First thing’s first – AudioBus is only able to operate within the limits of your device’s hardware capabilities. This means older devices like the iPad 2 may struggle compared to the iPhone 5. You will need at least an iPhone 4S, iPod Touch 5G or iPad 2 to play, though the newer your hardware the more you’ll be able to do before you encounter the dreaded crackle. AudioBus is very CPU intensive, and it should go without saying that using it along with 5 or 6 other apps will destroy your battery life.
If you find you’re experiencing popping or crackling then you can increase the buffer size two-fold to 512 frame using the AudioBus settings, located at the top of the screen within the app. This might increase latency (and definitely increase CPU usage) but if you’re depending on a lot of apps interacting you might have no other choice. Remember, performance can only get better from here as Apple supplies faster hardware with each new generation of iOS hardware.
To begin routing apps through AudioBus you must first have some compatible apps. A full list of compatible software can be found on the Apps tab within AudioBus, or by visiting the website. You can also check out our recent post featuring some of the best sub-$10 music making apps for iOS if you’re on a budget. The only tab you really need to worry about is the Connections tab, on which you can add apps using the plus ‘+’ icon next to the Input, Effects and Output sections.
Tap the plus and a list of installed, compatible apps will be displayed – pick one and AudioBus will briefly launch that app before returning to the main interface. You can now add more apps until you are ready to play.
The main AudioBus interface will allow you to quickly switch between and control apps. A new bar should appear on the right-hand side of the screen which lists all currently connected apps, along with the option to switch to them, pause or begin recording depending on the app.
If you’re using an effects processor in stage 2, you might need to enable the speaker output in under the Output section in order to hear anything. That’s pretty much all there is to setting up AudioBus, now you’ve just got to experiment!
Use the bar that appears on the right hand-side of each connected app to control your connections. This bar can be hidden and revealed in much the same way as the iOS notification centre, by swiping from the edge inwards, useful if it gets in the way of your playing. In order to disconnect an app hit the eject button in AudioBus.
But It Crashed?
One thing that AudioBus doesn’t do, and quite possibly won’t do any time soon, is quit in a tidy manner. This is because it’s a background service that stays awake in case you’re still using it, and needs to be told when to quit. You can manually quit AudioBus using the iOS app switcher: double-tap the home button, press and hold the AudioBus icon and then close the app using the cross that appears.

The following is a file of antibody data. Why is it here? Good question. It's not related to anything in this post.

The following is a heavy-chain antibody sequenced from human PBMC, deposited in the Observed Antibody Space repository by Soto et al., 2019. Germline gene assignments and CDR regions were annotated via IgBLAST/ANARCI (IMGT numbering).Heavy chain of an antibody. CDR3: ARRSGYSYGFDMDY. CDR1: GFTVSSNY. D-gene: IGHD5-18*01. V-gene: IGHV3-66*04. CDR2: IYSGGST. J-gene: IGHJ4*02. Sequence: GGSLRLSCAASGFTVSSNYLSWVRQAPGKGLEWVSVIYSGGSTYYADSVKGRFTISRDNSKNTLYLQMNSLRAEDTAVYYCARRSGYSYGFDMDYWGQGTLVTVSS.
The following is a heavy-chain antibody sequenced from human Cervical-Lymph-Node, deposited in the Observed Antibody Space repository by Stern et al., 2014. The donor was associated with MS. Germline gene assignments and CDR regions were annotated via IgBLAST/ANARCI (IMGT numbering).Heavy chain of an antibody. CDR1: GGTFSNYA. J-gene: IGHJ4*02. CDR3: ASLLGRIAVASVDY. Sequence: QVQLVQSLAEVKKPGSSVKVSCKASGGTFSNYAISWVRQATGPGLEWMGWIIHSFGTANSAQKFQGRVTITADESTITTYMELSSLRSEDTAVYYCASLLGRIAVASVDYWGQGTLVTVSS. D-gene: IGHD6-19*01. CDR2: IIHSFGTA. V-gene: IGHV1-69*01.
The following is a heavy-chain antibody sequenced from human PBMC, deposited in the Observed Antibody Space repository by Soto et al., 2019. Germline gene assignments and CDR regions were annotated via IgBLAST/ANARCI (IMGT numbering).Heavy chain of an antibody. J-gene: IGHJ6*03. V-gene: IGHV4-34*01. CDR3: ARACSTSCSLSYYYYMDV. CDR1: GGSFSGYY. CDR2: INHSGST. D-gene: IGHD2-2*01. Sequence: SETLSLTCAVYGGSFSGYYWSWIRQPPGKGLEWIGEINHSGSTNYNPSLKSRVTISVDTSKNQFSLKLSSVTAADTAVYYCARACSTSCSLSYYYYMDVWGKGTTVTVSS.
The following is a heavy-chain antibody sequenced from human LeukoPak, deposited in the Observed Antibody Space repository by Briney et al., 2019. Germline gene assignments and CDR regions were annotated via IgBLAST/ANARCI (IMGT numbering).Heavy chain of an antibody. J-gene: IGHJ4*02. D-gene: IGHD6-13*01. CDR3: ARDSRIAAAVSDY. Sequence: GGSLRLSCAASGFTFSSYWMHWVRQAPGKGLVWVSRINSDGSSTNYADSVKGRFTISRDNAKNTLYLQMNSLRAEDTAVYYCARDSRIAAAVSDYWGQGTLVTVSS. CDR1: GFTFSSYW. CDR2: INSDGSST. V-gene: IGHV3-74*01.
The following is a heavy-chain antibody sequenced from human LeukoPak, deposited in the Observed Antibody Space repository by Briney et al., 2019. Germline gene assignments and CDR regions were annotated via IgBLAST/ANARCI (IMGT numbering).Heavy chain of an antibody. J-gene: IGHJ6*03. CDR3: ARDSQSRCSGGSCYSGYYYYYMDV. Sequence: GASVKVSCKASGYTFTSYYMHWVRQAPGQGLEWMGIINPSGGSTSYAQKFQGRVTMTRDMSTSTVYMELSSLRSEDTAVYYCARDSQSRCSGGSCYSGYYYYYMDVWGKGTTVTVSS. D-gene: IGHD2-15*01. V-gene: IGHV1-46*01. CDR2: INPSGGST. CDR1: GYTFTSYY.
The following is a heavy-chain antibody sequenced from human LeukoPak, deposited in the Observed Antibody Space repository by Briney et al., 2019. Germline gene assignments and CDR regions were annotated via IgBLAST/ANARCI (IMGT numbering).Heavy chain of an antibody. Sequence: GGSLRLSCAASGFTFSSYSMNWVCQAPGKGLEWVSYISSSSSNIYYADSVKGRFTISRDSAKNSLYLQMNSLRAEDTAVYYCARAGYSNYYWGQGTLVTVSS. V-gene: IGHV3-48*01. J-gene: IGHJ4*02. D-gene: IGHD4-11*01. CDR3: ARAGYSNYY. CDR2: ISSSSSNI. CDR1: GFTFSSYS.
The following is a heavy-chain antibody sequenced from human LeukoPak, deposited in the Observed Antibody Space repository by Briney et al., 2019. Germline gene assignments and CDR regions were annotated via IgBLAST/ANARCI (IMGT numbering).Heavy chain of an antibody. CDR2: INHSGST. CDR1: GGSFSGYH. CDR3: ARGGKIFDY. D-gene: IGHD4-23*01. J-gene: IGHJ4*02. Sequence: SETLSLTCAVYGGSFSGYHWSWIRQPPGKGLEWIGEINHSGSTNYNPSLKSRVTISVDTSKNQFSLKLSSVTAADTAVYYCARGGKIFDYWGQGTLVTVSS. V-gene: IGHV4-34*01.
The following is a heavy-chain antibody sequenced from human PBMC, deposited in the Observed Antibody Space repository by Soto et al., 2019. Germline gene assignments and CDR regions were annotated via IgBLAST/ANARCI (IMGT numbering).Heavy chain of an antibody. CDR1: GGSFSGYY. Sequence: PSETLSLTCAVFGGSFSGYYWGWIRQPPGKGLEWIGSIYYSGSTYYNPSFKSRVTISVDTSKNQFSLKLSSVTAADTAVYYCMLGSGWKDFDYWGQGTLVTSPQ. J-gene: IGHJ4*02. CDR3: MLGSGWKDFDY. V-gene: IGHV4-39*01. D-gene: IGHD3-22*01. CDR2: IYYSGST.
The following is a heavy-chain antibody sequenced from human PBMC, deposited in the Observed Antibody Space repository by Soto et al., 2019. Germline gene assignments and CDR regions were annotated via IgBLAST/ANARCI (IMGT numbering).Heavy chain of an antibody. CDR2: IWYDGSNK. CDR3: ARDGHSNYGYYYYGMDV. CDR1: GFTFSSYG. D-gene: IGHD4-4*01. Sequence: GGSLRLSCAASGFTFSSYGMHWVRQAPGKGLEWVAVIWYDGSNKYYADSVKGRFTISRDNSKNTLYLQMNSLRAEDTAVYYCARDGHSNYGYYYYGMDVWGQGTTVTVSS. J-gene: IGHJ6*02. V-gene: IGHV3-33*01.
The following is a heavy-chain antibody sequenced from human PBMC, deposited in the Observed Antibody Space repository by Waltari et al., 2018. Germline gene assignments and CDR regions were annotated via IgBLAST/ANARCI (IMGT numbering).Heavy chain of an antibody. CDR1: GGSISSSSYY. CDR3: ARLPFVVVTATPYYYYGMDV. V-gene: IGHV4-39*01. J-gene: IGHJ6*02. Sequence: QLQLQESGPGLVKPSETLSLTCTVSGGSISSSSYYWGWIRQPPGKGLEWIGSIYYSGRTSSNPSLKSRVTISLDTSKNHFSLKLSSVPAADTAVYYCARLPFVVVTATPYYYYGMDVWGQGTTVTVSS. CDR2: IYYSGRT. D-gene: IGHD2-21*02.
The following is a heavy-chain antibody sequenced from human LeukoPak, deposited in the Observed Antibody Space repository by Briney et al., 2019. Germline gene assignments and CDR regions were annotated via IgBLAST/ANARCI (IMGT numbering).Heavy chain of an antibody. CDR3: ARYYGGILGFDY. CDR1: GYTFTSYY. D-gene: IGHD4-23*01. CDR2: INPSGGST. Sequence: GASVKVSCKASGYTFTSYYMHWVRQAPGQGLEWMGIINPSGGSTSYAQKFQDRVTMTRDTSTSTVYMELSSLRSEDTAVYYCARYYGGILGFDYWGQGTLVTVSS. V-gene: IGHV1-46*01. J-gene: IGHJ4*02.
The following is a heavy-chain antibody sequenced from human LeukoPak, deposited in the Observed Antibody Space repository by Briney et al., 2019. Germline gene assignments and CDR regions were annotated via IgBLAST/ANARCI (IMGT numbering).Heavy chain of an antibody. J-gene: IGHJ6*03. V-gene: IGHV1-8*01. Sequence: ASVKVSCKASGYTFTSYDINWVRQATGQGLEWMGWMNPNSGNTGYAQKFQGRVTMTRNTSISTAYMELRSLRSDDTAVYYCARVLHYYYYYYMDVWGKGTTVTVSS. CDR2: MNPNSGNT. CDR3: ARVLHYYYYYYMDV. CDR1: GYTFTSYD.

You will have to do this after every time you use the app, which is a small price to pay for the interoperability offered by the service. Similarly, I find GarageBand and JamUp tend to hang in a similar manner after being plugged in to AudioBus, so you might need to force-close them too.
That’s pretty much everything you’ll need to know about AudioBus to make music, a must-have app for hobbyists and professionals alike. Take sources, route them through processors and record them in a DAW. Expect to see the refinement and further expansion of this system as our devices become increasingly powerful over the next few generations, and expect your bank balance to suffer as a result of the ever-increasing number of quality audio apps out there.
Want to take a load off your iOS device’s CPU, battery life, and cellular bandwidth by preventing certain apps from running in the background? Sure, you could install a tweak like WeeCloseApps, but it doesn’t set automatic profiles for app behavior, and it doesn’t work on non-jailbroken devices.
Luckily, there’s a powerful iOS file browser for Mac and PC called iFunBox, which works on both jailbroken and non-jailbroken devices. Among its features, iFunBox allows users to edit ‘Power Saving Mode’ profiles. Right click on an installed app and you can set one of three multitasking states: allow background, always background, and kill switch. ‘Allow background’ is the default state of most apps, while ‘always background’ is normally applied to music and podcasting apps that you’d want active in the background, and ‘kill switch’ is applied to power-hungry games…(…)
Read the rest of Use iFunBox’s ‘Power Saving Mode’ to prevent select apps from running in the background